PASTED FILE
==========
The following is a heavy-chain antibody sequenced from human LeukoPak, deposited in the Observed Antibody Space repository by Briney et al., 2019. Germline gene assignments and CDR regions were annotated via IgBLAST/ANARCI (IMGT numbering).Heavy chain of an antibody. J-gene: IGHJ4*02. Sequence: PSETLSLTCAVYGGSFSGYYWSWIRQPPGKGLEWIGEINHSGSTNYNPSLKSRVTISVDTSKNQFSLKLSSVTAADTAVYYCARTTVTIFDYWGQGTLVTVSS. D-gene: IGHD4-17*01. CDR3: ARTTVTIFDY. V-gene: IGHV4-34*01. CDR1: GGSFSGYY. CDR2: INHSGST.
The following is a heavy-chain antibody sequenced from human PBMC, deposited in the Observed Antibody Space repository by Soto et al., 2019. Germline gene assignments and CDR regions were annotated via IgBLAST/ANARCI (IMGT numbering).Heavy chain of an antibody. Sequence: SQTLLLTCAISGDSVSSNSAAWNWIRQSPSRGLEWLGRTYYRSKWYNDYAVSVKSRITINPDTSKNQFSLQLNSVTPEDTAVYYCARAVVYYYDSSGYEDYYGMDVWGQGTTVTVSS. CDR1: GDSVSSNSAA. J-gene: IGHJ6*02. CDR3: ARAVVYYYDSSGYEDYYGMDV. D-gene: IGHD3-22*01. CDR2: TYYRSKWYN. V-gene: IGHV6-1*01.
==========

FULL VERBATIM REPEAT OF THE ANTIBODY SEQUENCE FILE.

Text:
The following is a heavy-chain antibody sequenced from human LeukoPak, deposited in the Observed Antibody Space repository by Briney et al., 2019. Germline gene assignments and CDR regions were annotated via IgBLAST/ANARCI (IMGT numbering).Heavy chain of an antibody. J-gene: IGHJ4*02. Sequence: PSETLSLTCAVYGGSFSGYYWSWIRQPPGKGLEWIGEINHSGSTNYNPSLKSRVTISVDTSKNQFSLKLSSVTAADTAVYYCARTTVTIFDYWGQGTLVTVSS. D-gene: IGHD4-17*01. CDR3: ARTTVTIFDY. V-gene: IGHV4-34*01. CDR1: GGSFSGYY. CDR2: INHSGST.
The following is a heavy-chain antibody sequenced from human PBMC, deposited in the Observed Antibody Space repository by Soto et al., 2019. Germline gene assignments and CDR regions were annotated via IgBLAST/ANARCI (IMGT numbering).Heavy chain of an antibody. Sequence: SQTLLLTCAISGDSVSSNSAAWNWIRQSPSRGLEWLGRTYYRSKWYNDYAVSVKSRITINPDTSKNQFSLQLNSVTPEDTAVYYCARAVVYYYDSSGYEDYYGMDVWGQGTTVTVSS. CDR1: GDSVSSNSAA. J-gene: IGHJ6*02. CDR3: ARAVVYYYDSSGYEDYYGMDV. D-gene: IGHD3-22*01. CDR2: TYYRSKWYN. V-gene: IGHV6-1*01.